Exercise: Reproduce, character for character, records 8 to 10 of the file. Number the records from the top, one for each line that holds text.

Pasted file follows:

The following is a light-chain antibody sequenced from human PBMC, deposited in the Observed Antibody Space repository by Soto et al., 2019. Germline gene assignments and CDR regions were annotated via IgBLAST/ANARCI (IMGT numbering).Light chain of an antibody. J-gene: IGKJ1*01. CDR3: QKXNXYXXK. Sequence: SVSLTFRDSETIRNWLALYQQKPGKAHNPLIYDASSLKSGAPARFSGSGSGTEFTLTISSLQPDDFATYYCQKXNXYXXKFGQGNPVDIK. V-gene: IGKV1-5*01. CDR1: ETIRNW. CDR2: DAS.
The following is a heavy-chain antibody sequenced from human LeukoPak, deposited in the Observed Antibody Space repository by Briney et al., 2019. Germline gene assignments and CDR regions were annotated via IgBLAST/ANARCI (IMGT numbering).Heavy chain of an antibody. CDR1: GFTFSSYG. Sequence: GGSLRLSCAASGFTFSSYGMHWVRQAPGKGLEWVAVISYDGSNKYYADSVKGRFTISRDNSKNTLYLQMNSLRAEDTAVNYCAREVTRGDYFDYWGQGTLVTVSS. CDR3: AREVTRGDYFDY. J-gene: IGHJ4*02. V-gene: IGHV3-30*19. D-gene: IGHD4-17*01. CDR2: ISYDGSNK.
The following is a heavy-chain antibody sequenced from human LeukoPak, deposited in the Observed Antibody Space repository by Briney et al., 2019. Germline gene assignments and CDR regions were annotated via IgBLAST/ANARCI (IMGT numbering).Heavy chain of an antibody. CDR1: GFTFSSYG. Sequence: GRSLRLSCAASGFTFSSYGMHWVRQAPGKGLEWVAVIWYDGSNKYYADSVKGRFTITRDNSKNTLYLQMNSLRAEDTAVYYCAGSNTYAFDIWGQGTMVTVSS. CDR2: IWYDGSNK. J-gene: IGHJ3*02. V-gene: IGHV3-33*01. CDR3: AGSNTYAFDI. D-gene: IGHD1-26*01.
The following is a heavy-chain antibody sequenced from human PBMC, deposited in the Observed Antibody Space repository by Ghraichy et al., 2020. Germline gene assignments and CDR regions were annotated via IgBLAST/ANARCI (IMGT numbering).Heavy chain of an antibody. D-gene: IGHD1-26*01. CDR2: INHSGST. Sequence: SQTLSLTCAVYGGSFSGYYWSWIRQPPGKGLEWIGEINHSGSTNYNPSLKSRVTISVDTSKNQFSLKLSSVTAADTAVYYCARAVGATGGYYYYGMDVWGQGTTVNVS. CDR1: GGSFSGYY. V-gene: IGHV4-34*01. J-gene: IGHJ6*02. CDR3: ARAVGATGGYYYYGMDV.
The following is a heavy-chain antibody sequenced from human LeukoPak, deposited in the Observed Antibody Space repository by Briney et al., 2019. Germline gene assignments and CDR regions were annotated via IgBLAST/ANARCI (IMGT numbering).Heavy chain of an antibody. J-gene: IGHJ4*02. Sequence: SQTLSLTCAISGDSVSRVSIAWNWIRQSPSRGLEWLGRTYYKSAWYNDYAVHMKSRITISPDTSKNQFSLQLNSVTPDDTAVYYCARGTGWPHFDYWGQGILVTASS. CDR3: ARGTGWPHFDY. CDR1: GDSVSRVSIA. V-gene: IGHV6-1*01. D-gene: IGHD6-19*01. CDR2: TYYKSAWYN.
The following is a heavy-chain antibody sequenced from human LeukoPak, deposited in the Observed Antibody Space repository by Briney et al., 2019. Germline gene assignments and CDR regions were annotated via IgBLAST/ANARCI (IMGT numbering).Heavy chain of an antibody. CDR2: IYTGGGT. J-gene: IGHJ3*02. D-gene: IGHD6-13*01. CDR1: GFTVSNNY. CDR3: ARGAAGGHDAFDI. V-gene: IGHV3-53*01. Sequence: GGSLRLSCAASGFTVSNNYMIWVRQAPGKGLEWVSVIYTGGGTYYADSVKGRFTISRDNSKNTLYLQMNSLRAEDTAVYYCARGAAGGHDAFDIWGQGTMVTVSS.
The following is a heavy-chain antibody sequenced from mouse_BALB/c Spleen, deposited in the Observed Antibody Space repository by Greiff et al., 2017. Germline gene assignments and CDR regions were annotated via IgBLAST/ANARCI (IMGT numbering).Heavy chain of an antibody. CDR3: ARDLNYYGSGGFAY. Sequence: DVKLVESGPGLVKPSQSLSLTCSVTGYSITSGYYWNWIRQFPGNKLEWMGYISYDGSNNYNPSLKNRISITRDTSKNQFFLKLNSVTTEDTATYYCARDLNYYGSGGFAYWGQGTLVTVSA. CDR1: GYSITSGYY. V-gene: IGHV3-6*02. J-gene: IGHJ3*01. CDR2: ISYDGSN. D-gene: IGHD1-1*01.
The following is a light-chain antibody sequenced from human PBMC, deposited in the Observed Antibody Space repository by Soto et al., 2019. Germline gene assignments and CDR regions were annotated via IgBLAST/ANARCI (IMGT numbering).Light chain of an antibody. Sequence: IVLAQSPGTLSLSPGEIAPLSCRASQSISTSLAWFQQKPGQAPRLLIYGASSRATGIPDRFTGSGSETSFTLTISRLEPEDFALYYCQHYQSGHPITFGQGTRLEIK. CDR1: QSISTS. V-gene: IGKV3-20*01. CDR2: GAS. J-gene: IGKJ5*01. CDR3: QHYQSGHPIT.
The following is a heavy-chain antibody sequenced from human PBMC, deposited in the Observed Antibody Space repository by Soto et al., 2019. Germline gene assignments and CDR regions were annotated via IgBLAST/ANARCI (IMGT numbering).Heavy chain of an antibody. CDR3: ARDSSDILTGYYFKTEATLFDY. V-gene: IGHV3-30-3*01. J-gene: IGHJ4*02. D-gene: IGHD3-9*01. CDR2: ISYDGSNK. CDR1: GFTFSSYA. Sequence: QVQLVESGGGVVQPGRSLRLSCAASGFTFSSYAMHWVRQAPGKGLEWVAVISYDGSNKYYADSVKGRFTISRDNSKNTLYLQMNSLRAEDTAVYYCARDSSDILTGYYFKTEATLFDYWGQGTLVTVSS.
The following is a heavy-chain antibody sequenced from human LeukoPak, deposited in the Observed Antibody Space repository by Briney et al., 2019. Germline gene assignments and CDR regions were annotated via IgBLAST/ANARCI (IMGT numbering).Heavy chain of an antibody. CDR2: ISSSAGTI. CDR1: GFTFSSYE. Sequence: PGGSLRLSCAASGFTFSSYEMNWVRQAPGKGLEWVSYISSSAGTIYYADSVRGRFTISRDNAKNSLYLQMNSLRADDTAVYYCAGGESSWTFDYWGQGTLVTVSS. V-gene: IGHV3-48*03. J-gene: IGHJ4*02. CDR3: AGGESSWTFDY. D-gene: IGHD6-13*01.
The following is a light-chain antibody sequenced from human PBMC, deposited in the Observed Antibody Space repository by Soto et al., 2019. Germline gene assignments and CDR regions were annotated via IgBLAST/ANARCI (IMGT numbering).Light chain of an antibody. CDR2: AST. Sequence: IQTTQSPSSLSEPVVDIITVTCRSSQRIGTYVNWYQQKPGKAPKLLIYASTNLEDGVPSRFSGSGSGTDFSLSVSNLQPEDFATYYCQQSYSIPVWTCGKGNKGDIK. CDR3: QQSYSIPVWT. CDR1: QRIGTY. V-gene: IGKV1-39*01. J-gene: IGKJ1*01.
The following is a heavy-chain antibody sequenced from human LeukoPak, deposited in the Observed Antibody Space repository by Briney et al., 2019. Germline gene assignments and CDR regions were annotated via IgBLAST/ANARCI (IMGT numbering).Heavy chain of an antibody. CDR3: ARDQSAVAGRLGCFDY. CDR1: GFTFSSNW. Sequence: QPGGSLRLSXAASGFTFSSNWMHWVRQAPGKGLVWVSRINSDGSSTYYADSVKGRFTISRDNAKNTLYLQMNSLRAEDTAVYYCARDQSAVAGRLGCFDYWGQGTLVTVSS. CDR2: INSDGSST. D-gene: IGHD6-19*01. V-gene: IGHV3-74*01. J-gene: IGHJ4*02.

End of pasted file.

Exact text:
The following is a light-chain antibody sequenced from human PBMC, deposited in the Observed Antibody Space repository by Soto et al., 2019. Germline gene assignments and CDR regions were annotated via IgBLAST/ANARCI (IMGT numbering).Light chain of an antibody. Sequence: IVLAQSPGTLSLSPGEIAPLSCRASQSISTSLAWFQQKPGQAPRLLIYGASSRATGIPDRFTGSGSETSFTLTISRLEPEDFALYYCQHYQSGHPITFGQGTRLEIK. CDR1: QSISTS. V-gene: IGKV3-20*01. CDR2: GAS. J-gene: IGKJ5*01. CDR3: QHYQSGHPIT.
The following is a heavy-chain antibody sequenced from human PBMC, deposited in the Observed Antibody Space repository by Soto et al., 2019. Germline gene assignments and CDR regions were annotated via IgBLAST/ANARCI (IMGT numbering).Heavy chain of an antibody. CDR3: ARDSSDILTGYYFKTEATLFDY. V-gene: IGHV3-30-3*01. J-gene: IGHJ4*02. D-gene: IGHD3-9*01. CDR2: ISYDGSNK. CDR1: GFTFSSYA. Sequence: QVQLVESGGGVVQPGRSLRLSCAASGFTFSSYAMHWVRQAPGKGLEWVAVISYDGSNKYYADSVKGRFTISRDNSKNTLYLQMNSLRAEDTAVYYCARDSSDILTGYYFKTEATLFDYWGQGTLVTVSS.
The following is a heavy-chain antibody sequenced from human LeukoPak, deposited in the Observed Antibody Space repository by Briney et al., 2019. Germline gene assignments and CDR regions were annotated via IgBLAST/ANARCI (IMGT numbering).Heavy chain of an antibody. CDR2: ISSSAGTI. CDR1: GFTFSSYE. Sequence: PGGSLRLSCAASGFTFSSYEMNWVRQAPGKGLEWVSYISSSAGTIYYADSVRGRFTISRDNAKNSLYLQMNSLRADDTAVYYCAGGESSWTFDYWGQGTLVTVSS. V-gene: IGHV3-48*03. J-gene: IGHJ4*02. CDR3: AGGESSWTFDY. D-gene: IGHD6-13*01.